Happy New Year Employers! This new year brings a few changes to Oregon’s employment laws that affect eligibility for employee and prospective employee protections under Oregon law. The following provides a summary of each change and a link to each respective bill for more information.
Oregon SB 184: Effective January 1, 2024.
This Bill broadens reporting requirements by employers regarding child support to include payments made to independent contractors and includes the definition of “independent contractor” as “an individual who must file a federal form W-9 under the Internal Revenue Code and who is anticipated to be performing services for more than 20 days.”
Oregon SB 907: Effective January 1, 2024.
This Bill expands the whistleblower protections for workplace safety to include those employees who are retaliated or discriminated against when the employee or prospective employee, “[w]ith no reasonable alternative and in good faith,” refuses to perform work that would expose them “to serious injury or death arising from a hazardous condition at a place of employment.”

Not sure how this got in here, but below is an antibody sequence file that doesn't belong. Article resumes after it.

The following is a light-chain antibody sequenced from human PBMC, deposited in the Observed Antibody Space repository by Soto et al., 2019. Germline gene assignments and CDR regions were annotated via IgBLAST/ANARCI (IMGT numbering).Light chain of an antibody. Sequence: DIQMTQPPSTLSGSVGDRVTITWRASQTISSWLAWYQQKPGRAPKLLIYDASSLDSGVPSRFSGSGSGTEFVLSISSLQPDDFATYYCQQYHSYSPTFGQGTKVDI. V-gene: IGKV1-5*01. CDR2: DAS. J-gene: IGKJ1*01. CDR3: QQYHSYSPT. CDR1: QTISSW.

Oregon SB 1033: Effective January 1, 2024.
The Bill expands the definition for active military service for purposes of when an employer is required to grant a leave of absence during a period when the employee is in active military service.
Oregon HB 3307: Effective January 1, 2024.
This Bill expands the protections available under Oregon’s employment laws for civil rights, discrimination, and harassment in the workplace to include private sector on-the-job training programs (except those administered by the Department of Corrections or Oregon Corrections Enterprises) and provides that individual participants in the program with job-specific skills shall be considered “employers” for purposes of these laws. The Bill does not, however, establish employment relationships between the participants and the provider of the on-the-job training program for purposes of other laws, including entitlement to leave under the Oregon Family Leave Act. Finally, the Bill lists the criteria for which programs the Bill will apply to, including that the program is for a limited duration.
Oregon HB 3443: Effective January 1, 2024.
While this Bill affects multiple statutes and areas of Oregon law, for the purposes of employment law, the Bill expands eligibility under the Oregon Family Leave Act to include victims of bias crimes.